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Advantages of optical sensors in coordinate measuring machines

Optical distance sensors are increasingly being used in coordinate measuring machines for high precision quality and parts inspection, replacing conventional mechanical gauges. There are numerous reasons for using non-contact sensors: the measurement is reactionless, fast and offers high resolution. Modern optical sensors such as laser triangulation sensors, laser scanners and confocal sensors are particularly suitable for this purpose

Coordinate measuring machines are used for high precision quality and parts inspection. Optical distance sensors are increasingly being used for this purpose to replace conventional mechanical gauges. There are numerous reasons for using non-contact sensors: the measurement is reactionless, fast and offers high resolution. Modern optical sensors such as laser triangulation sensors, laser scanners and confocal sensors are particularly suitable for this purpose, says Glenn Wedgbrow

Coordinate measuring machines (CMMs) detect the geometrical properties of workpieces in detail. For many years, measuring systems were equipped with tactile sensors, but these are increasingly being replaced by optical sensors. Optical sensors offer numerous advantages over tactile measurement technology. Laser triangulation sensors, laser scanners and confocal chromatic sensors measure the target without making contact. This means that the sensors do not have any influence on the measuring object. The measurements are performed with micrometer accuracy and are normally faster than contact measurement methods.

In practical use, optical sensors are extremely flexible. They measure distance, dimensions, position, angles, shape, roughness and even 3D profiles. Micro-Epsilon offers a broad sensor portfolio that has proven itself in numerous measuring machines. The sensors are used in various systems for both measurement and precise positioning.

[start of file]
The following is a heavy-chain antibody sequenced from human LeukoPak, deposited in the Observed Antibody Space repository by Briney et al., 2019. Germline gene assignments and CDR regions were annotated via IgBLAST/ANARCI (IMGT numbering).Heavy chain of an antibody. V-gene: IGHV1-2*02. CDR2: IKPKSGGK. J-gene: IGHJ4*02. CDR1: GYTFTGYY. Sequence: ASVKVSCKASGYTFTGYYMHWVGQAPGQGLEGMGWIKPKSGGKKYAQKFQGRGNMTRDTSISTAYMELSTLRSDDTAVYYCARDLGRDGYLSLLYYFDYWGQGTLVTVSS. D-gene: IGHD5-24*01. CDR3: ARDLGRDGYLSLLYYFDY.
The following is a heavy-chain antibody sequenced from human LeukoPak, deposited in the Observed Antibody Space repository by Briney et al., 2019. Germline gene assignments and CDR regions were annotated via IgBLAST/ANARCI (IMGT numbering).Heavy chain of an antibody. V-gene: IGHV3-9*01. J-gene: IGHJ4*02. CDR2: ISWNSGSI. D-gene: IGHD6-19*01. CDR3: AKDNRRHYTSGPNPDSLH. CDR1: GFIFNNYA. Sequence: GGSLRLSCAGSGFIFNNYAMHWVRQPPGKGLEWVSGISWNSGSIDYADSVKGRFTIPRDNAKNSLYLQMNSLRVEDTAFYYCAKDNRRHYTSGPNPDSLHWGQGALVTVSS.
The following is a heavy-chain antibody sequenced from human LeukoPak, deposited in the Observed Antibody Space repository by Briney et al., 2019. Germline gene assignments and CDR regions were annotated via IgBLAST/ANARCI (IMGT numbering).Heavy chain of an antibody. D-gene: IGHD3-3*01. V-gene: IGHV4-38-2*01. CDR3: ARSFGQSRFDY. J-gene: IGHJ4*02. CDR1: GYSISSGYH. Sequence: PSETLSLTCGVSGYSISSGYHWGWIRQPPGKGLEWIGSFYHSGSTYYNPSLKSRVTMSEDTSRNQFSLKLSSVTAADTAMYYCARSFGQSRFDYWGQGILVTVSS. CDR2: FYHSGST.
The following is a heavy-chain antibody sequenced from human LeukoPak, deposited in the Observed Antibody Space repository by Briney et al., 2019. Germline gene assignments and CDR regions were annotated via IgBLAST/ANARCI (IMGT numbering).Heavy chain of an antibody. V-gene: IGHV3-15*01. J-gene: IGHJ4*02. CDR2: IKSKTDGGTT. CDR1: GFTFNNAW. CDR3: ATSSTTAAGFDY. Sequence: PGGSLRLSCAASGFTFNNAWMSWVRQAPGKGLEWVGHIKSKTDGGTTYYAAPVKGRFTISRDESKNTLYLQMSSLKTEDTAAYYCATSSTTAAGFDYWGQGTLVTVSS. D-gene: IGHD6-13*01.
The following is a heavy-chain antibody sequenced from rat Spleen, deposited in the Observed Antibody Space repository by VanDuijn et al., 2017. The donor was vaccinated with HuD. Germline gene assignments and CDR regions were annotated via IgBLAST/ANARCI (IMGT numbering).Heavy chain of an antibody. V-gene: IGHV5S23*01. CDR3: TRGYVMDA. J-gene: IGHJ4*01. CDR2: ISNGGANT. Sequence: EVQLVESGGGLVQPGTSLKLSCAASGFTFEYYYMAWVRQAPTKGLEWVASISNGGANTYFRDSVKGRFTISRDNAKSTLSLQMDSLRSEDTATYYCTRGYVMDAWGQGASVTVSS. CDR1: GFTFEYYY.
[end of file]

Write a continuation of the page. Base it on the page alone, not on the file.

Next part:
Fine positioning with laser triangulation sensors

For positioning of the measuring head, optoNCDT 1900 laser triangulation sensors measure the distance to the target or baseplate. This type of sensor is particularly suitable for precise distance control and object detection. This allows the CMM’s geometry data acquisition systems to be aligned with maximum precision. The laser sensors are integrated into the measuring head system, which is typically attached to the vertical z-axis – the quill. The laser sensor delivers maximum signal stability and due to its compact design, is easy to integrate. The lightweight, robust laser sensor makes it ideal for measurements with high accelerations. The sensor operates at measuring rates of up to 10kHz and offers a linearity of ±1µm and a repeatability of 0.1µm. The measurements can be started via the encoder pulse of the CMM, thus achieving absolute time-synchronous values. Due to the sensor’s intelligent Advanced Surface Compensation feature, stable results are achieved, even on challenging surfaces. With up to 50,000 lx, the sensors are extremely resistant to ambient light and can therefore be used in highly illuminated environments. For signal optimisation, two-stage measurement averaging is available, which enables a smooth signal curve at edges and steps.